The strategy works like this, according to the complaint:
“HFTs [high frequency traders] continuously place small bids and offers (called bait) at the back of order queues to gain directional clues. If the bait orders are hit, the algorithm will place follow-up orders to either accumulate favorable positions or exit ‘toxic’ risks, a process which leverages bait orders to gain valuable directional clues as to which way the market will likely move. The initial bait orders are very small while subsequent orders, once market direction has been identified, are very large. A portion of the large orders that follow the smaller bait orders are wash trades.”
Another very serious charge is that some of the defendants in the lawsuit who are in leadership roles in management at the futures exchanges, have “equity interests” in the very high frequency trading firms that are benefitting from these wash trades. The complaint states:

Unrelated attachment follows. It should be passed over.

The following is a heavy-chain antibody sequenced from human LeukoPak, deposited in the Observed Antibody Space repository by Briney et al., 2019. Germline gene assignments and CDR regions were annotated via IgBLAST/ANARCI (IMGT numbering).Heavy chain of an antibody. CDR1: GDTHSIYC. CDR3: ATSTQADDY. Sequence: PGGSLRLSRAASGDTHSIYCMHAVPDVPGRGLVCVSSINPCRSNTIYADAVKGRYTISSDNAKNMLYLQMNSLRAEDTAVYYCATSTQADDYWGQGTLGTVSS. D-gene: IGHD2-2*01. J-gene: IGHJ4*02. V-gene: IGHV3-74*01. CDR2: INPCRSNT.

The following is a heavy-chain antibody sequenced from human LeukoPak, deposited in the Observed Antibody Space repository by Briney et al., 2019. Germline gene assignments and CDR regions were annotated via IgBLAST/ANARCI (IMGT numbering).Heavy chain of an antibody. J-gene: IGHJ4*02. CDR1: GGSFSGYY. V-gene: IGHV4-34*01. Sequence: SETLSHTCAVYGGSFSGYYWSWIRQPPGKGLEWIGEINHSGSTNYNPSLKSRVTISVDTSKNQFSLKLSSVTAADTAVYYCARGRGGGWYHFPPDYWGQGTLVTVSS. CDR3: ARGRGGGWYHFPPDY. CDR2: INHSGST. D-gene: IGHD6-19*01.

“The Exchange Defendants profit from the occurrence of wash trades and have a vested interest in not having more robust safeguards against them because they contribute significantly to the Exchange Defendants’ volume numbers and revenue. Were the volume of wash trades excluded from the Exchange Defendants’ volume and revenue numbers, the radically reduced volume numbers would exert adverse pressure on the CME Group’s stock price, not to mention the revenue to members of CME Group’s governance who have equity interests in participating HFTs in addition to stock ownership in the CME Group, Inc.”